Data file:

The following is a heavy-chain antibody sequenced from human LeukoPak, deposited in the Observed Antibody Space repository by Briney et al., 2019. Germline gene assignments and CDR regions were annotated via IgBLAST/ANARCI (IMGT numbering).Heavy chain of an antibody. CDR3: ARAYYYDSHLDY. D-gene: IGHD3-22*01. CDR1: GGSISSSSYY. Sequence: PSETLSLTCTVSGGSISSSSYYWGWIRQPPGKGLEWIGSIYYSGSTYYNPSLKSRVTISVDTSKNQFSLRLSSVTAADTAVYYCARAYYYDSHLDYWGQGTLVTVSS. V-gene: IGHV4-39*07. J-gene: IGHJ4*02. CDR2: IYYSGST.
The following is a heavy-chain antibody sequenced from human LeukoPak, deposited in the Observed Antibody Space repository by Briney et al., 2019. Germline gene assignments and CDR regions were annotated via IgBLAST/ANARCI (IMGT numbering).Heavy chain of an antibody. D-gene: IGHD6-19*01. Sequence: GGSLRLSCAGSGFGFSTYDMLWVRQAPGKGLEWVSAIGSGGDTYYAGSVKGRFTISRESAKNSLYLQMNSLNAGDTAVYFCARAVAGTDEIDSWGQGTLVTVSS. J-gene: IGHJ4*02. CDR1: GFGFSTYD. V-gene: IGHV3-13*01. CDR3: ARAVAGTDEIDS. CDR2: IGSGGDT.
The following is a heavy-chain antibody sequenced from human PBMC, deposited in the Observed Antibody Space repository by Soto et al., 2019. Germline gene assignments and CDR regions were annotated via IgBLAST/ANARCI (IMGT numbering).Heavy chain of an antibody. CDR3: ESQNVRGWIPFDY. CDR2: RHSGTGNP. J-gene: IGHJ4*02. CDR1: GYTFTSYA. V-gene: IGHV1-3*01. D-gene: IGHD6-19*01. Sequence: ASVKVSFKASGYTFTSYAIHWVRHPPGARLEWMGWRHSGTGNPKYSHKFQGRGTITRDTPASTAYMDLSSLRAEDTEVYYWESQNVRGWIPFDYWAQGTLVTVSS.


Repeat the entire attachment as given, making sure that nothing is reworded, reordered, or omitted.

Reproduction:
The following is a heavy-chain antibody sequenced from human LeukoPak, deposited in the Observed Antibody Space repository by Briney et al., 2019. Germline gene assignments and CDR regions were annotated via IgBLAST/ANARCI (IMGT numbering).Heavy chain of an antibody. CDR3: ARAYYYDSHLDY. D-gene: IGHD3-22*01. CDR1: GGSISSSSYY. Sequence: PSETLSLTCTVSGGSISSSSYYWGWIRQPPGKGLEWIGSIYYSGSTYYNPSLKSRVTISVDTSKNQFSLRLSSVTAADTAVYYCARAYYYDSHLDYWGQGTLVTVSS. V-gene: IGHV4-39*07. J-gene: IGHJ4*02. CDR2: IYYSGST.
The following is a heavy-chain antibody sequenced from human LeukoPak, deposited in the Observed Antibody Space repository by Briney et al., 2019. Germline gene assignments and CDR regions were annotated via IgBLAST/ANARCI (IMGT numbering).Heavy chain of an antibody. D-gene: IGHD6-19*01. Sequence: GGSLRLSCAGSGFGFSTYDMLWVRQAPGKGLEWVSAIGSGGDTYYAGSVKGRFTISRESAKNSLYLQMNSLNAGDTAVYFCARAVAGTDEIDSWGQGTLVTVSS. J-gene: IGHJ4*02. CDR1: GFGFSTYD. V-gene: IGHV3-13*01. CDR3: ARAVAGTDEIDS. CDR2: IGSGGDT.
The following is a heavy-chain antibody sequenced from human PBMC, deposited in the Observed Antibody Space repository by Soto et al., 2019. Germline gene assignments and CDR regions were annotated via IgBLAST/ANARCI (IMGT numbering).Heavy chain of an antibody. CDR3: ESQNVRGWIPFDY. CDR2: RHSGTGNP. J-gene: IGHJ4*02. CDR1: GYTFTSYA. V-gene: IGHV1-3*01. D-gene: IGHD6-19*01. Sequence: ASVKVSFKASGYTFTSYAIHWVRHPPGARLEWMGWRHSGTGNPKYSHKFQGRGTITRDTPASTAYMDLSSLRAEDTEVYYWESQNVRGWIPFDYWAQGTLVTVSS.